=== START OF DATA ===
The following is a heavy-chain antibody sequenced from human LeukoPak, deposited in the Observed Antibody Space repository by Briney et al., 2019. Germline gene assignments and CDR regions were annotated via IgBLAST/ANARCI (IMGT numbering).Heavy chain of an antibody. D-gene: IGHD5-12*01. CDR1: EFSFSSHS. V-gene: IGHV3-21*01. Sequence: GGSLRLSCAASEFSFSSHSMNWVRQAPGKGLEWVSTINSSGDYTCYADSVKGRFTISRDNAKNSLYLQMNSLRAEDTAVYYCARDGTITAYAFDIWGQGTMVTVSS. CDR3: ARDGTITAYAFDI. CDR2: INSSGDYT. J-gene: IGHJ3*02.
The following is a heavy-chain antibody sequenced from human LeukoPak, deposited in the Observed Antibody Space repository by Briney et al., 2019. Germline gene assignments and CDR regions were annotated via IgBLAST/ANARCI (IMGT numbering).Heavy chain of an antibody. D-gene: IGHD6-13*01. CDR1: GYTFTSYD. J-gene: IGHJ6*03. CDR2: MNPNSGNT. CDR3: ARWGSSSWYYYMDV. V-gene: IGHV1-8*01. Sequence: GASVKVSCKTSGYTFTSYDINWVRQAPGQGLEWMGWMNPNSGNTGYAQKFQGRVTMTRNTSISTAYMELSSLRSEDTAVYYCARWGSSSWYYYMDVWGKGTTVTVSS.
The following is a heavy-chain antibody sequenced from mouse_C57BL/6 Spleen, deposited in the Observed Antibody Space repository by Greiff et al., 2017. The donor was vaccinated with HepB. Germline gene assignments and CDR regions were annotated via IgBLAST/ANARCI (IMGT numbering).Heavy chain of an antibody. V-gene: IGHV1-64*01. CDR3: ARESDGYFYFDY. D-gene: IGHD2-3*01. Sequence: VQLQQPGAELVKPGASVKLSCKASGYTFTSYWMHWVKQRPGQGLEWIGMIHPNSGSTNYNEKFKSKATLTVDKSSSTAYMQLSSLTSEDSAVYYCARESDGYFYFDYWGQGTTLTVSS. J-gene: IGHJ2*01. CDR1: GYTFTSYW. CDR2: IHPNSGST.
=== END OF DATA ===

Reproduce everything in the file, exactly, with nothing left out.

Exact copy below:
The following is a heavy-chain antibody sequenced from human LeukoPak, deposited in the Observed Antibody Space repository by Briney et al., 2019. Germline gene assignments and CDR regions were annotated via IgBLAST/ANARCI (IMGT numbering).Heavy chain of an antibody. D-gene: IGHD5-12*01. CDR1: EFSFSSHS. V-gene: IGHV3-21*01. Sequence: GGSLRLSCAASEFSFSSHSMNWVRQAPGKGLEWVSTINSSGDYTCYADSVKGRFTISRDNAKNSLYLQMNSLRAEDTAVYYCARDGTITAYAFDIWGQGTMVTVSS. CDR3: ARDGTITAYAFDI. CDR2: INSSGDYT. J-gene: IGHJ3*02.
The following is a heavy-chain antibody sequenced from human LeukoPak, deposited in the Observed Antibody Space repository by Briney et al., 2019. Germline gene assignments and CDR regions were annotated via IgBLAST/ANARCI (IMGT numbering).Heavy chain of an antibody. D-gene: IGHD6-13*01. CDR1: GYTFTSYD. J-gene: IGHJ6*03. CDR2: MNPNSGNT. CDR3: ARWGSSSWYYYMDV. V-gene: IGHV1-8*01. Sequence: GASVKVSCKTSGYTFTSYDINWVRQAPGQGLEWMGWMNPNSGNTGYAQKFQGRVTMTRNTSISTAYMELSSLRSEDTAVYYCARWGSSSWYYYMDVWGKGTTVTVSS.
The following is a heavy-chain antibody sequenced from mouse_C57BL/6 Spleen, deposited in the Observed Antibody Space repository by Greiff et al., 2017. The donor was vaccinated with HepB. Germline gene assignments and CDR regions were annotated via IgBLAST/ANARCI (IMGT numbering).Heavy chain of an antibody. V-gene: IGHV1-64*01. CDR3: ARESDGYFYFDY. D-gene: IGHD2-3*01. Sequence: VQLQQPGAELVKPGASVKLSCKASGYTFTSYWMHWVKQRPGQGLEWIGMIHPNSGSTNYNEKFKSKATLTVDKSSSTAYMQLSSLTSEDSAVYYCARESDGYFYFDYWGQGTTLTVSS. J-gene: IGHJ2*01. CDR1: GYTFTSYW. CDR2: IHPNSGST.